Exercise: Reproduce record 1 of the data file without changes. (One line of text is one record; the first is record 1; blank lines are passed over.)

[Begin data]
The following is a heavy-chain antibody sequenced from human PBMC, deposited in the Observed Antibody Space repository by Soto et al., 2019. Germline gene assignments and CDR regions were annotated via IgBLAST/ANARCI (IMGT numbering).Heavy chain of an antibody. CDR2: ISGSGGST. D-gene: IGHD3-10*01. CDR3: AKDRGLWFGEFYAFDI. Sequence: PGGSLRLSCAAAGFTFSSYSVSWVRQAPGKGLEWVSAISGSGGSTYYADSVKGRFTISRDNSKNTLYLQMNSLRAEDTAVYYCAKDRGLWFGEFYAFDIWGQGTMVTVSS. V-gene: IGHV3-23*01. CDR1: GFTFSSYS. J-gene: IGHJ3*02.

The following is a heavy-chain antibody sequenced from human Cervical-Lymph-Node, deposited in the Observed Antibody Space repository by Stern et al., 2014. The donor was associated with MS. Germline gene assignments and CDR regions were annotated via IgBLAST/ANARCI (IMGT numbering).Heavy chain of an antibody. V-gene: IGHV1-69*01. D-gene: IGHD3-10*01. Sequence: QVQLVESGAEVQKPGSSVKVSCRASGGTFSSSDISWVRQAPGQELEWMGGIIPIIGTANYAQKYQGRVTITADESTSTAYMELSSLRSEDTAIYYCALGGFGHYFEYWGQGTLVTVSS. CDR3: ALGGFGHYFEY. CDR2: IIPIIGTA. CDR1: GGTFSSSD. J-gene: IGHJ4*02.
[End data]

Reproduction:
The following is a heavy-chain antibody sequenced from human PBMC, deposited in the Observed Antibody Space repository by Soto et al., 2019. Germline gene assignments and CDR regions were annotated via IgBLAST/ANARCI (IMGT numbering).Heavy chain of an antibody. CDR2: ISGSGGST. D-gene: IGHD3-10*01. CDR3: AKDRGLWFGEFYAFDI. Sequence: PGGSLRLSCAAAGFTFSSYSVSWVRQAPGKGLEWVSAISGSGGSTYYADSVKGRFTISRDNSKNTLYLQMNSLRAEDTAVYYCAKDRGLWFGEFYAFDIWGQGTMVTVSS. V-gene: IGHV3-23*01. CDR1: GFTFSSYS. J-gene: IGHJ3*02.